We flew down to Queenstown for a 5 day visit between March 17 and March 21 with an excursion over to Milford Sound. Triple bonus: the day we arrived was St. Patrick's Day, the day we left was a public holiday giving Otago (Queenstown's "province") a long weekend, and best of all, the weather was incredible all weekend. I shot over 1000 photos and 2 hours of video.
|View from our apartment's living room across Lake Wakatipu towards the Remarkables|
|Pog Mahones Irish Pub at 4:00pm on the nose|
We spent a few hours wandering around the boutiques on the Mall (a pedestrian street in the middle of town) and surrounding streets. The shopping was actually pretty decent.
Undoubtedly, there was a heavy presence of Asian-run Kiwi souvenir shops and hawkers of All Blacks and Super-14 rugby shirts, but there was also a good selection of merchants selling higher quality merino wool clothes and coolest of all, sports stores catering to the extreme sports enthusiast. Need a sleeping bag smaller than a bottle of beer and have $2000 to spare? What about a bungee jump head-cam or a frisbee-golf basket? The stores along Shotover Street seemed to stock all manner of accessory for the Queenstown thrill seeker.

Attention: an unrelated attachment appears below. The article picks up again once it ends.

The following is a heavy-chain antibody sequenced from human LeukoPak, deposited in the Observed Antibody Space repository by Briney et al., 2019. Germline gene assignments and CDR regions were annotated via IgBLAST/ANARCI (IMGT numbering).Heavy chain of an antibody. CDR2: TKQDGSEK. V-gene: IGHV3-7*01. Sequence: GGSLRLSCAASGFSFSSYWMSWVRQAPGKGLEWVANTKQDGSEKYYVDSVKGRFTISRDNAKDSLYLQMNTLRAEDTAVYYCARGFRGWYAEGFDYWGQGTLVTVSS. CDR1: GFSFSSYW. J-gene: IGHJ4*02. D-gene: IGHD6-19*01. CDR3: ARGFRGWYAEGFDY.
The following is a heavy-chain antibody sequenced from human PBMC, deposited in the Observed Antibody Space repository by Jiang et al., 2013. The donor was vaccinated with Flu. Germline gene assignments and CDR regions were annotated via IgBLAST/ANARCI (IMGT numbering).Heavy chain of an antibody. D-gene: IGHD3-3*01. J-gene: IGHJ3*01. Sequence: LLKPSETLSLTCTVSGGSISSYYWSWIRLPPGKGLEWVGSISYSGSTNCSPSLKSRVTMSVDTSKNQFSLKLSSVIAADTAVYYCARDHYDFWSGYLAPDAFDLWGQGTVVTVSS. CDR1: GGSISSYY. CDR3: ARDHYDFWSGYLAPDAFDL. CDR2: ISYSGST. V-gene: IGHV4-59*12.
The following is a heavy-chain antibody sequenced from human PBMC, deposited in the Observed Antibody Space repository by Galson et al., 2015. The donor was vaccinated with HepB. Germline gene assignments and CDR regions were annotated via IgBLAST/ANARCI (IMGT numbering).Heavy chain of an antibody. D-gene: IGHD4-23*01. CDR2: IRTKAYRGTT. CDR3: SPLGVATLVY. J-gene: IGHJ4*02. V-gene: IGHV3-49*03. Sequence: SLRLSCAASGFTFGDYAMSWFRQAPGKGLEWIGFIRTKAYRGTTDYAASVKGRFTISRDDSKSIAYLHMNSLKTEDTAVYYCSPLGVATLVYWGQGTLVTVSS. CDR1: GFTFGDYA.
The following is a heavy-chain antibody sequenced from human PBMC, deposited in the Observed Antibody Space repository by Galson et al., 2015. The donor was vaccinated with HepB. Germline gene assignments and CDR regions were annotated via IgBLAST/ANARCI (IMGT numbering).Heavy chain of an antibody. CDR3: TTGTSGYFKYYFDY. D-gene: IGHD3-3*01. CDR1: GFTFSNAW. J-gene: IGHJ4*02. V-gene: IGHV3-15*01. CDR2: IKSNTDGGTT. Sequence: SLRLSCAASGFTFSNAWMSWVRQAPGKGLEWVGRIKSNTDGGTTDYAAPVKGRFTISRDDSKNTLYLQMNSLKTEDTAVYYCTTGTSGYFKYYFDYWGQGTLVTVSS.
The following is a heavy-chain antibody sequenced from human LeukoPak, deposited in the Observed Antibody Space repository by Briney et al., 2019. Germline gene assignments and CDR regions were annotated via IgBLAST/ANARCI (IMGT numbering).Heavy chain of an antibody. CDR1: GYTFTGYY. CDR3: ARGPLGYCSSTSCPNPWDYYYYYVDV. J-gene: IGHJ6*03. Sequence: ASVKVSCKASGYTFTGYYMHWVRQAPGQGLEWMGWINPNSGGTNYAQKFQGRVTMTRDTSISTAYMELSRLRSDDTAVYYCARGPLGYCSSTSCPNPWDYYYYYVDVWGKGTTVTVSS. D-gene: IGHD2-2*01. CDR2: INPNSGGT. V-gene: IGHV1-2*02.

We were up early on Friday morning as I had booked an excursion to Milford Sound for that day. I had decided to splurge on a flight over the Southern Alps to Milford Sound, as the alternative was a 4 hour bus trip there and back. Despite beautiful weather in Queentown, conditions at Milford Sound were awful and our trip was postponed until the next day.
|TSS Earnslaw Steamship built in 1912|
|Aboard the TSS Earnslaw|
|Walter Peak Station|
|Foreboding Sir Walter Peak|
|Cassandra feeding a stag|
|Mackenzie feeding a merino lamb|
Our next stop was a paddock with 9 or 10 different breeds of sheep. Our guide schooled us on the pros and cons of the different breeds - for instance, merino is prized for its fine wool but are disease-prone and don't produce nice meat. Romney accounts for around 60% of NZ varieties and is valued for its hardiness as well as its fast growing wool and excellent meat.
New Zealanders are serious about their sheep. After all, sheep in New Zealand outnumber humans by a ratio of 12:1. They contribute to both the meat and wool industries. For the last decade, meat was more profitable as the clothing industry used more and more synthetic fibers, but now wool seems to be becoming more important as people are using it for insulation in houses as well as in clothing.
|Harrison feeding some Suffolks|
|The Southern Alps|
|All dressed up for our jet boat ride|
|Our boat is actually skidding across the water towards the left|
After a very complete and fun day, we retired back to our condo for more wine and a snack, but didn't make the same mistake as the night before. We devoured a delicious Japanese meal at Kappa on The Mall and on the stroll home stumbled on Patagonia Chocolates. We didn't really want to wait in line for 15 minutes to buy something but ...
|Forgive me father for I have sinned ...|
This was only the first day of our trip. We still had an eye-popping flight over the Southern Alps and a cruise up and down the Milford Sound as well as other Queenstown adventures ahead of us.